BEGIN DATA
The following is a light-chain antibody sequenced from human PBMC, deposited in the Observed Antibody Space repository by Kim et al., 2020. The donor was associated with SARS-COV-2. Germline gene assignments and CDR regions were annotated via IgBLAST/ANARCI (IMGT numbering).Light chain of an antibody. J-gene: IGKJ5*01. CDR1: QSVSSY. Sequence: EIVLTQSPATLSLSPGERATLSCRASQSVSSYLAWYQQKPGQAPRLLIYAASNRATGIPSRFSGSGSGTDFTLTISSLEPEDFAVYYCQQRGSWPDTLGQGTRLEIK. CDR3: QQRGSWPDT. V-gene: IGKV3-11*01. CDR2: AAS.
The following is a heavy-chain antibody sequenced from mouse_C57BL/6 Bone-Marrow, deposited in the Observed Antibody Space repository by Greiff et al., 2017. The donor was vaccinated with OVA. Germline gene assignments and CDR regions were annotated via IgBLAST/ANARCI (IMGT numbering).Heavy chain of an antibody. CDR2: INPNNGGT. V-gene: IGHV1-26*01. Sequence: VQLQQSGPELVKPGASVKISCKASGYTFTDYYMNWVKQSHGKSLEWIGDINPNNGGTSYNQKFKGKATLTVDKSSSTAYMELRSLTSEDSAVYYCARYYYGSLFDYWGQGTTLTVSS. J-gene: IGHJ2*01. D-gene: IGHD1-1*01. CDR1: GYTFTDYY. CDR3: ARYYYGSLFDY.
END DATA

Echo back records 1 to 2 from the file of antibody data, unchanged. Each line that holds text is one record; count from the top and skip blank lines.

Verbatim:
The following is a light-chain antibody sequenced from human PBMC, deposited in the Observed Antibody Space repository by Kim et al., 2020. The donor was associated with SARS-COV-2. Germline gene assignments and CDR regions were annotated via IgBLAST/ANARCI (IMGT numbering).Light chain of an antibody. J-gene: IGKJ5*01. CDR1: QSVSSY. Sequence: EIVLTQSPATLSLSPGERATLSCRASQSVSSYLAWYQQKPGQAPRLLIYAASNRATGIPSRFSGSGSGTDFTLTISSLEPEDFAVYYCQQRGSWPDTLGQGTRLEIK. CDR3: QQRGSWPDT. V-gene: IGKV3-11*01. CDR2: AAS.
The following is a heavy-chain antibody sequenced from mouse_C57BL/6 Bone-Marrow, deposited in the Observed Antibody Space repository by Greiff et al., 2017. The donor was vaccinated with OVA. Germline gene assignments and CDR regions were annotated via IgBLAST/ANARCI (IMGT numbering).Heavy chain of an antibody. CDR2: INPNNGGT. V-gene: IGHV1-26*01. Sequence: VQLQQSGPELVKPGASVKISCKASGYTFTDYYMNWVKQSHGKSLEWIGDINPNNGGTSYNQKFKGKATLTVDKSSSTAYMELRSLTSEDSAVYYCARYYYGSLFDYWGQGTTLTVSS. J-gene: IGHJ2*01. D-gene: IGHD1-1*01. CDR1: GYTFTDYY. CDR3: ARYYYGSLFDY.